guns don't kill people, cameras kill people!

I'm pretty sure it was Glenn Reynolds who linked this video of a woman having a fit and threatening a Human Events photographer, but WTH, I can't find his link so maybe it was Memeorandum. I do try to be accurate in attributing links, but I also have to sleep.

Nothing pretty about it unless you get titillated by fantasies of imminent leftist ultraviolence directed your way.

Personally (and especially in terms of my bastardized theories of rights), I think there is just as much right to act like an asshole in front of a camera as there is to act like one behind a camera. Bend over and take it from the lens! Except in this case, the photographer wasn't acting like an asshole. He was simply covering an event, and the irate woman didn't like having the camera pointed at her, and probably hated photographers she thought were "conservative" and therefore evil.

Clearly, some people lose control around cameras. And clearly, they see it as the fault of the camera. (Or maybe the cameraman. I'd say "cameraperson" except spell check doesn't consider it a word, and I care deeply about the opinions of anonymous code writers.)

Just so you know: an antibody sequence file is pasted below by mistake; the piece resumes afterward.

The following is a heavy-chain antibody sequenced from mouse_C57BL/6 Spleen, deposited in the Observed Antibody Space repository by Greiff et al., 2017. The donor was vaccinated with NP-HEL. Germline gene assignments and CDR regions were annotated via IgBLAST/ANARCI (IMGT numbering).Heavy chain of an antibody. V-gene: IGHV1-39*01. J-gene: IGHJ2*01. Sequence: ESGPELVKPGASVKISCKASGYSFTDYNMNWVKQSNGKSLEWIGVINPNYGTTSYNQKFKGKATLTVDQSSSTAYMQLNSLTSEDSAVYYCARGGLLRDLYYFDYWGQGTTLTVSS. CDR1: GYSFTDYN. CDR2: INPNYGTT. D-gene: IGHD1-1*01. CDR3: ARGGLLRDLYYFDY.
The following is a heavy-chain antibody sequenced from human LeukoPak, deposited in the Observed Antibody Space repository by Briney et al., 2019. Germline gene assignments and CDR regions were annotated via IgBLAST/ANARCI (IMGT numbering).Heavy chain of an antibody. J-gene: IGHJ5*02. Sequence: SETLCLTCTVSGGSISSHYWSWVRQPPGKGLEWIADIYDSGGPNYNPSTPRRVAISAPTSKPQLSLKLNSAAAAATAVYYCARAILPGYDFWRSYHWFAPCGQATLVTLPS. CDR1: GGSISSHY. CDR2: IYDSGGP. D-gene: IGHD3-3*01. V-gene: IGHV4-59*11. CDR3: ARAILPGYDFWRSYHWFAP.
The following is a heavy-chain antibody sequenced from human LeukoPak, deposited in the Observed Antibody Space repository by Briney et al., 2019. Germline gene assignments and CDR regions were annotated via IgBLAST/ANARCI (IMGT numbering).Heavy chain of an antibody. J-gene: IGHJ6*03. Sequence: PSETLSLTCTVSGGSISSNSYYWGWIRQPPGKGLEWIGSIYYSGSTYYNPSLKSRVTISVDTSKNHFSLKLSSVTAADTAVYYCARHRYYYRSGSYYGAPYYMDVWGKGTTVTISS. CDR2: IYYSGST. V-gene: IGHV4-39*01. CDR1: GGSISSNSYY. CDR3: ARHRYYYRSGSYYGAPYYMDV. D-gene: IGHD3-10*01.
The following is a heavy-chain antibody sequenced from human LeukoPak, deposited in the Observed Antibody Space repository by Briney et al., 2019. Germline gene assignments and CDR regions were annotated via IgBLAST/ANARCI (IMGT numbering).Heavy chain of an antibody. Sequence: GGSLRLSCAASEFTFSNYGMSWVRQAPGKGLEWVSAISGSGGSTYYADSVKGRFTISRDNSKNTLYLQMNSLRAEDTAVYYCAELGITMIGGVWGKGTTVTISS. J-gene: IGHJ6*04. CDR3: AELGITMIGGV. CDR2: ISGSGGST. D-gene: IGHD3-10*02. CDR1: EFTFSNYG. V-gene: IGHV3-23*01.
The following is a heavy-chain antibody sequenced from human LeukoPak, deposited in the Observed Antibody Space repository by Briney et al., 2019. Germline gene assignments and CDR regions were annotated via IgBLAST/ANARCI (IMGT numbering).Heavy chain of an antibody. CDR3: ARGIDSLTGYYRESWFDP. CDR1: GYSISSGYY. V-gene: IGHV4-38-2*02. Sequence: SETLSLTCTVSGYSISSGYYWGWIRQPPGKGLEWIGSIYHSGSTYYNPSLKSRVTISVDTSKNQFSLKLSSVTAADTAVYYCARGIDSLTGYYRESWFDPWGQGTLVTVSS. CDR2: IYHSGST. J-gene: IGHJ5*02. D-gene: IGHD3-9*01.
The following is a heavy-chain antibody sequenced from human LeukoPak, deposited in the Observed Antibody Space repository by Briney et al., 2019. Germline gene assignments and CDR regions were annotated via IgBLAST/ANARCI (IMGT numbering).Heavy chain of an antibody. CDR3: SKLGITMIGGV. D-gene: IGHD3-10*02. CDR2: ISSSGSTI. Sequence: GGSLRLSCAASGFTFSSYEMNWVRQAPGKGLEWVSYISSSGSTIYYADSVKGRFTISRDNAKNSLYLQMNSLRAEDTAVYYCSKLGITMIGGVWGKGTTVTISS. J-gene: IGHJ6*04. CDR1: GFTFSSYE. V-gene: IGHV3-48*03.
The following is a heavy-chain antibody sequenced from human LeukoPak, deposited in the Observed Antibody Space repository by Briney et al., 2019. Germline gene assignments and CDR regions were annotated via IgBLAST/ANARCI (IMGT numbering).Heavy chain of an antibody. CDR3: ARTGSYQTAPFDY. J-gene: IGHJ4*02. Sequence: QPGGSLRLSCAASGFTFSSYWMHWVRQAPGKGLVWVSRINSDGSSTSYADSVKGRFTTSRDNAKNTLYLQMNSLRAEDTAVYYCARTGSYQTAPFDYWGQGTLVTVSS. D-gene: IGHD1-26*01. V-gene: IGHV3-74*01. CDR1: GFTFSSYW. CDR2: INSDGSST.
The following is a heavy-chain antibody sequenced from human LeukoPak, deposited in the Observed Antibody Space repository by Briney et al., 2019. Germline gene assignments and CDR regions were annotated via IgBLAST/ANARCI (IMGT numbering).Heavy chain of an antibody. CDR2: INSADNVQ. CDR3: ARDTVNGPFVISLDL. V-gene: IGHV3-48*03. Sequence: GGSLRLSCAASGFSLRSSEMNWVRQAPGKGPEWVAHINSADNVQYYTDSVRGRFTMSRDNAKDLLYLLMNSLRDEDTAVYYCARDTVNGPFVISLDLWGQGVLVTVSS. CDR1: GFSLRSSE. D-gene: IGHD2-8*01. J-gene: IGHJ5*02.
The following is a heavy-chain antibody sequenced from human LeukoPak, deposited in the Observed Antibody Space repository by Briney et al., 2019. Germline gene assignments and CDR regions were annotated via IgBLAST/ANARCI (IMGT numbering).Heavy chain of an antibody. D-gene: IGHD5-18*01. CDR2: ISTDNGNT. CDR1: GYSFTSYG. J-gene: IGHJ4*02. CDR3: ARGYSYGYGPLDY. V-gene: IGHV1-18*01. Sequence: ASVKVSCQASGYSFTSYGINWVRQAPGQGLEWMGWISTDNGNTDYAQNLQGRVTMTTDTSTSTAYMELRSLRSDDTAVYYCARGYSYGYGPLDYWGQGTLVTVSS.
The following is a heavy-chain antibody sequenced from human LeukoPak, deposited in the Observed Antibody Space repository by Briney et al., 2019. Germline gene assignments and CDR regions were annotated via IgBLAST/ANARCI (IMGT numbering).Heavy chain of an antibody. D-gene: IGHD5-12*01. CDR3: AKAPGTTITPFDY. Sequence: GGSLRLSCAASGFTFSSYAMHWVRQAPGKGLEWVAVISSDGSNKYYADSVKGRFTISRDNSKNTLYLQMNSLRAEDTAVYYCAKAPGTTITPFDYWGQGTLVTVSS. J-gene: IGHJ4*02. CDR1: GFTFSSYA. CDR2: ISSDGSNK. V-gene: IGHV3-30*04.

Much as I hate to say it, in light of the gay suicide case in New York and the well documented propensity of some people to experience more emotional distress than others (all emotional distress not being equal, of course), I expect some sort of "crackdown." On cameras.

OTOH, I wouldn't want to be photographed in the act of lovemaking in the "privacy" I still have in my own bedroom, and I don't think most people would.

But going bonkers at an event isn't lovemaking, it's hatemaking, right? And isn't it in public? Yes, but the more they blur the distinction between public and private, the more the distinction is extinguished. Public is private and private is public. Sex is politics. There is no privacy and we are all victims.

Which means that ultimately, some people -- and only some people -- will allowed to do their hatemaking in public. And if you point a camera at them, you'll be invading their privacy.

My worry here is that because the personal has become political, unless those who oppose selective privacy speak up, the right to privacy may depend on partisan political considerations.

Hope I'm just being paranoid.

posted by Eric on 10.08.10 at 12:47 AM


I think reasonable expectation of privacy applies here.

...And that wretched creature is both rude & repulsive. Not to mention stupid. Don't want your picture taken? Don't go to a public demonstration. Twit.

Casey   ·  October 9, 2010 11:19 PM

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